an initial awareness for a couple of weeks with the night and day lenses.
    A couple of patients have even told me they were very uncomfortable and
    wanted to switch back. But usually, that initial sensation will diminish
    if they give the night and day cl's a chance. So I've learned to counsel
    those patients of what they might experience.

    I assume it's due to the hypoxic effects of their corneas with their
    current cl's and that it's similar to a degree when we re-fit the
    old pmma rigid cl's into gas perms.

    frank

    frank
     
    drfrank21, Oct 9, 2003
    #3
  4. Ciba Night and Day has no UV protection, but is safe for overnight wear.

    Acuvue is too a low DK to be worn overnight without risks IMVHO.

    2-3 nights straight with Acuvue are already dangerous imho.

    In facts I have read somewhere that there is not a significant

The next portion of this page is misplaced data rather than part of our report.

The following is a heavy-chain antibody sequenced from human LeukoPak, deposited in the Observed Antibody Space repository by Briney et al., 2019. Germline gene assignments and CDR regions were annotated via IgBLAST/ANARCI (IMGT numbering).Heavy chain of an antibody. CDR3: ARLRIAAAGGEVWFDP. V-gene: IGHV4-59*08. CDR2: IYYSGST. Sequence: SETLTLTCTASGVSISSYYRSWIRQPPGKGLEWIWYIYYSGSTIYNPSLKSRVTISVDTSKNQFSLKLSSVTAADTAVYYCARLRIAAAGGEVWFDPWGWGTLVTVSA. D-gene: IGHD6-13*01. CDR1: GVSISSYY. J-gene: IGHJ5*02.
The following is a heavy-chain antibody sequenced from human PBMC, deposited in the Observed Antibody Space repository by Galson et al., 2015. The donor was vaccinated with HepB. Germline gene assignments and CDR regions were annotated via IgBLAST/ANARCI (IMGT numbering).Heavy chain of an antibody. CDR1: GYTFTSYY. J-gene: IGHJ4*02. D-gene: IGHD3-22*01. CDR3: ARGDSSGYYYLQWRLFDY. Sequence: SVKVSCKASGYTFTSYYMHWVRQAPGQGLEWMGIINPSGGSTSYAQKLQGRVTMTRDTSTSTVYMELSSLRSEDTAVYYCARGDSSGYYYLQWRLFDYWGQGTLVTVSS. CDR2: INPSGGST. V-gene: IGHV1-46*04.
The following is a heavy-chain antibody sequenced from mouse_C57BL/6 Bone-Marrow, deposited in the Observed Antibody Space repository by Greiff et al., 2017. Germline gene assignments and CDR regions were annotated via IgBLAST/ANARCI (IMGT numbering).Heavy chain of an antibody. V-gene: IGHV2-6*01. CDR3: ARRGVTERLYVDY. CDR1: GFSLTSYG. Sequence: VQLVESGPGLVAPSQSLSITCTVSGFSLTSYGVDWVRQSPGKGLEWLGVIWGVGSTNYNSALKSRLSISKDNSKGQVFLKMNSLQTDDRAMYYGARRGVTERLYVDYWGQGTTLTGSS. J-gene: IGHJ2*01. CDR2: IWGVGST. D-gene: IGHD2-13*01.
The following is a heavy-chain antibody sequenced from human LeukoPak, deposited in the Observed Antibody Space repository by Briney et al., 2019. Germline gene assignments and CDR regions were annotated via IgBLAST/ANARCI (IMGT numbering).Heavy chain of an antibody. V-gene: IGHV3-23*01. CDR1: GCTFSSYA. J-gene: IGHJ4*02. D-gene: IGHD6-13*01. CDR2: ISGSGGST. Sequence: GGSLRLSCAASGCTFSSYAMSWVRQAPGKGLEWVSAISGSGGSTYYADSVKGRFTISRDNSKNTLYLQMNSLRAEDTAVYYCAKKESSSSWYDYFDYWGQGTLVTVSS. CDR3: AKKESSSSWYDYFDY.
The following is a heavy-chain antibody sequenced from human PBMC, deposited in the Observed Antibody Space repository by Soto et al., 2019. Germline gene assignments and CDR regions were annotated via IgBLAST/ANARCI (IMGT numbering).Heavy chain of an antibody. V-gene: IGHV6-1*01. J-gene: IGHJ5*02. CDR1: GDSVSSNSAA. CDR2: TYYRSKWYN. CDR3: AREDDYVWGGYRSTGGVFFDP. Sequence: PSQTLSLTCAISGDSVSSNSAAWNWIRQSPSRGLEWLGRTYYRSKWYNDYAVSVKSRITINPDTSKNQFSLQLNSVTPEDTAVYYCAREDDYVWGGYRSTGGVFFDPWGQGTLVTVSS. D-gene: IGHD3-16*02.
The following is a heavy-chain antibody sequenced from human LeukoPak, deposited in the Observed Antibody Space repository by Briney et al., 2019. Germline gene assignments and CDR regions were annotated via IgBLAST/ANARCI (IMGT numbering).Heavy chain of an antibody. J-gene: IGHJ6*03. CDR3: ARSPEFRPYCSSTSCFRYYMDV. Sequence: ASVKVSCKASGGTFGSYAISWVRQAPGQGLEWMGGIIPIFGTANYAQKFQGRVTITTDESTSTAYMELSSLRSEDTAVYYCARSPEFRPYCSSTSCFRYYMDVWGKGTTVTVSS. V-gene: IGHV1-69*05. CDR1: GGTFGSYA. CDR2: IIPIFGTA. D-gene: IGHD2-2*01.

difference between wearing the lenses for 2-3 nights+days continuously,
    or 1+ weeks, as far as infections are concerned. In the sense that 2-3
    days are already dangerous if the lens is not adequate.


    Acuvue probably paid lots of money to have their lenses approved for
    overnight wear :-(((


    [Not a doc]
     
    Pipino Il Breve, Oct 10, 2003
    #4
  5. karl1973

    LarryDoc Guest

    You can determine who will become lens-aware by testing cornea
    sensitivity during re-fitting. (The good 'ole Q-Tip test. Or try Golmann
    tonom without anesthetic. Really. Especially on patients who sleep in
    anything other than si-hydrogels.)

    The cornea becomes "numb" from either of or the combination of two
    causes: hypoxia from low oygen permeability lenses and desensitizing due
    to extinction of nerve signals resulting from constant stimulus (lens
    position). I'd guess that hypoxia plays the larger role in soft lenses.

    Often the Night&Days feel great for the first few days to a week, then
    awareness increases, then goes away again. Speaks to the hypoxia first,
    then de-sensitizing later theory.

    I never have anyone overnight in anything other than silicone hydrogels.
    I look forward to a few months from now when we have more companies to
    deal with than just the current monolopy (USA).

    --LB

    --
    Dr. Larry Bickford, O.D.
    Family Practice Eye Health & Vision Care

    The Eyecare Connection
    http//www.eyecarecontacts.com